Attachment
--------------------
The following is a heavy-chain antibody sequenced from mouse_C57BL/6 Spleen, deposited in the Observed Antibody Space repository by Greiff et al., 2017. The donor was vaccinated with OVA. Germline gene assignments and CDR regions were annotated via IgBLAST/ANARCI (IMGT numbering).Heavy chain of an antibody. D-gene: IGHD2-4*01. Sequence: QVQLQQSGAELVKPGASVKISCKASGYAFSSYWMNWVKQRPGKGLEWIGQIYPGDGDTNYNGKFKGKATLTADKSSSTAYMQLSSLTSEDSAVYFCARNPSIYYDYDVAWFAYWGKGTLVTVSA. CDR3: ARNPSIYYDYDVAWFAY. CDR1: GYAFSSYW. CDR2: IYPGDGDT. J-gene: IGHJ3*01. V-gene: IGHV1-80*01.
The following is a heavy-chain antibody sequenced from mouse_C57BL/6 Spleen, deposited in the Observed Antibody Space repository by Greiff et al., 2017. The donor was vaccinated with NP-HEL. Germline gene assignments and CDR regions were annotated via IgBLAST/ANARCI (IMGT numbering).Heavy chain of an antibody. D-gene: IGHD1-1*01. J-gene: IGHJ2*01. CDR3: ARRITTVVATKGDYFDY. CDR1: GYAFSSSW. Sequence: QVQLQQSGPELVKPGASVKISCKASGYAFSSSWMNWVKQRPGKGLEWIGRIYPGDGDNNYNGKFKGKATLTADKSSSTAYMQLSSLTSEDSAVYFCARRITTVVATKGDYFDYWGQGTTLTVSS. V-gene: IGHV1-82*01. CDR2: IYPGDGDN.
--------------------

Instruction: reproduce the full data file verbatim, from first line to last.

The following is a heavy-chain antibody sequenced from mouse_C57BL/6 Spleen, deposited in the Observed Antibody Space repository by Greiff et al., 2017. The donor was vaccinated with OVA. Germline gene assignments and CDR regions were annotated via IgBLAST/ANARCI (IMGT numbering).Heavy chain of an antibody. D-gene: IGHD2-4*01. Sequence: QVQLQQSGAELVKPGASVKISCKASGYAFSSYWMNWVKQRPGKGLEWIGQIYPGDGDTNYNGKFKGKATLTADKSSSTAYMQLSSLTSEDSAVYFCARNPSIYYDYDVAWFAYWGKGTLVTVSA. CDR3: ARNPSIYYDYDVAWFAY. CDR1: GYAFSSYW. CDR2: IYPGDGDT. J-gene: IGHJ3*01. V-gene: IGHV1-80*01.
The following is a heavy-chain antibody sequenced from mouse_C57BL/6 Spleen, deposited in the Observed Antibody Space repository by Greiff et al., 2017. The donor was vaccinated with NP-HEL. Germline gene assignments and CDR regions were annotated via IgBLAST/ANARCI (IMGT numbering).Heavy chain of an antibody. D-gene: IGHD1-1*01. J-gene: IGHJ2*01. CDR3: ARRITTVVATKGDYFDY. CDR1: GYAFSSSW. Sequence: QVQLQQSGPELVKPGASVKISCKASGYAFSSSWMNWVKQRPGKGLEWIGRIYPGDGDNNYNGKFKGKATLTADKSSSTAYMQLSSLTSEDSAVYFCARRITTVVATKGDYFDYWGQGTTLTVSS. V-gene: IGHV1-82*01. CDR2: IYPGDGDN.